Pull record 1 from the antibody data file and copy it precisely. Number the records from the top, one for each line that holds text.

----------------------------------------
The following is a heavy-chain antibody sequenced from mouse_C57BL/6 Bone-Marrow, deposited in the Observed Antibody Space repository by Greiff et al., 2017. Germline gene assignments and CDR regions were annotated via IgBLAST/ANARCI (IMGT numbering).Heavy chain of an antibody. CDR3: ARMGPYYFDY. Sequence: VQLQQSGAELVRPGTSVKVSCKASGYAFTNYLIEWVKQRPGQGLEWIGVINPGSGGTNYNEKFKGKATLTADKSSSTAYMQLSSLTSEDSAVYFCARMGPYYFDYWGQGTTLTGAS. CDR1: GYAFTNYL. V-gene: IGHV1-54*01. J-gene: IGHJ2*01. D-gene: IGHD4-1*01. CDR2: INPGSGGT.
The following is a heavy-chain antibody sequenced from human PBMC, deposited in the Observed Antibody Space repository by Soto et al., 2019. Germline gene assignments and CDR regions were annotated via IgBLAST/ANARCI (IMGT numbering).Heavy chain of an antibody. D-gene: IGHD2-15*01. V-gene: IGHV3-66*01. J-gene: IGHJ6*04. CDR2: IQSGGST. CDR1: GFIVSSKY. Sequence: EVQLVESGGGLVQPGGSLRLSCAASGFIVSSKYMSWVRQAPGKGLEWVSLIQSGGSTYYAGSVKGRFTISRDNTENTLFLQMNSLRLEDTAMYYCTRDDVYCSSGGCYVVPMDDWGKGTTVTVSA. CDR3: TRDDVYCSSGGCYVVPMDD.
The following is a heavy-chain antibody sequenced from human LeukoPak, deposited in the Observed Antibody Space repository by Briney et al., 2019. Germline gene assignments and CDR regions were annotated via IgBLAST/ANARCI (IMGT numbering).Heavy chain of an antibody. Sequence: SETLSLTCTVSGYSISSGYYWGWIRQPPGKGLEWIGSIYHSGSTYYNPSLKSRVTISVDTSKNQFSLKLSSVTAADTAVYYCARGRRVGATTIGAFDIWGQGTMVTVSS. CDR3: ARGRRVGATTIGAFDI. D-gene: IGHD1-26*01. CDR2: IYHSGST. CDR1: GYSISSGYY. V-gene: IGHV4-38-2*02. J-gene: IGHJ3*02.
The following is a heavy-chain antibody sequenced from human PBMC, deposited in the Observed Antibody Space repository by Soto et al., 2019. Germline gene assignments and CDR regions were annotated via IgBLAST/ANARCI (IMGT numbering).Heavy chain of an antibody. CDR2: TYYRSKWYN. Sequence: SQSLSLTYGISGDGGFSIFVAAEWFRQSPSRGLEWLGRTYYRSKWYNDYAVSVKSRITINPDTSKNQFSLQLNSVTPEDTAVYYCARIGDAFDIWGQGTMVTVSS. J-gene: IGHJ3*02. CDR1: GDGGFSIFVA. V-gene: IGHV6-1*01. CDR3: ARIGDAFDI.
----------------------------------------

The following is a heavy-chain antibody sequenced from mouse_C57BL/6 Bone-Marrow, deposited in the Observed Antibody Space repository by Greiff et al., 2017. Germline gene assignments and CDR regions were annotated via IgBLAST/ANARCI (IMGT numbering).Heavy chain of an antibody. CDR3: ARMGPYYFDY. Sequence: VQLQQSGAELVRPGTSVKVSCKASGYAFTNYLIEWVKQRPGQGLEWIGVINPGSGGTNYNEKFKGKATLTADKSSSTAYMQLSSLTSEDSAVYFCARMGPYYFDYWGQGTTLTGAS. CDR1: GYAFTNYL. V-gene: IGHV1-54*01. J-gene: IGHJ2*01. D-gene: IGHD4-1*01. CDR2: INPGSGGT.